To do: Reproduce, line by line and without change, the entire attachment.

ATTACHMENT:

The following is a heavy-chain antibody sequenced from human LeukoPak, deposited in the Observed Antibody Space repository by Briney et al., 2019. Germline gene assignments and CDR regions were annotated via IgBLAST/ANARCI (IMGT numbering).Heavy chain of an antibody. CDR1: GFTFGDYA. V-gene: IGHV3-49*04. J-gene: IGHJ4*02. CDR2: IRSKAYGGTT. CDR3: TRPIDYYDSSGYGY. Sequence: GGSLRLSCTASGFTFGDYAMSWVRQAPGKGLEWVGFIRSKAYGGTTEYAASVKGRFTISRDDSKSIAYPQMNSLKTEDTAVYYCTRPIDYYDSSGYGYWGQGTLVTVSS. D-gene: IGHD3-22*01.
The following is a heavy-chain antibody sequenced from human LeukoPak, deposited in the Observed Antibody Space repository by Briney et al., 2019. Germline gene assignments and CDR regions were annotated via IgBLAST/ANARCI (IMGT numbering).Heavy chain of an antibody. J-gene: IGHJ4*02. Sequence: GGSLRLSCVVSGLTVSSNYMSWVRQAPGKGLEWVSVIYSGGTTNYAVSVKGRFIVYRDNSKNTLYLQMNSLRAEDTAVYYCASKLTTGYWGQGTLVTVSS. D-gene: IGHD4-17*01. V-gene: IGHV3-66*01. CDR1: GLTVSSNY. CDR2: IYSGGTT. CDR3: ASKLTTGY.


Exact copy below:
The following is a heavy-chain antibody sequenced from human LeukoPak, deposited in the Observed Antibody Space repository by Briney et al., 2019. Germline gene assignments and CDR regions were annotated via IgBLAST/ANARCI (IMGT numbering).Heavy chain of an antibody. CDR1: GFTFGDYA. V-gene: IGHV3-49*04. J-gene: IGHJ4*02. CDR2: IRSKAYGGTT. CDR3: TRPIDYYDSSGYGY. Sequence: GGSLRLSCTASGFTFGDYAMSWVRQAPGKGLEWVGFIRSKAYGGTTEYAASVKGRFTISRDDSKSIAYPQMNSLKTEDTAVYYCTRPIDYYDSSGYGYWGQGTLVTVSS. D-gene: IGHD3-22*01.
The following is a heavy-chain antibody sequenced from human LeukoPak, deposited in the Observed Antibody Space repository by Briney et al., 2019. Germline gene assignments and CDR regions were annotated via IgBLAST/ANARCI (IMGT numbering).Heavy chain of an antibody. J-gene: IGHJ4*02. Sequence: GGSLRLSCVVSGLTVSSNYMSWVRQAPGKGLEWVSVIYSGGTTNYAVSVKGRFIVYRDNSKNTLYLQMNSLRAEDTAVYYCASKLTTGYWGQGTLVTVSS. D-gene: IGHD4-17*01. V-gene: IGHV3-66*01. CDR1: GLTVSSNY. CDR2: IYSGGTT. CDR3: ASKLTTGY.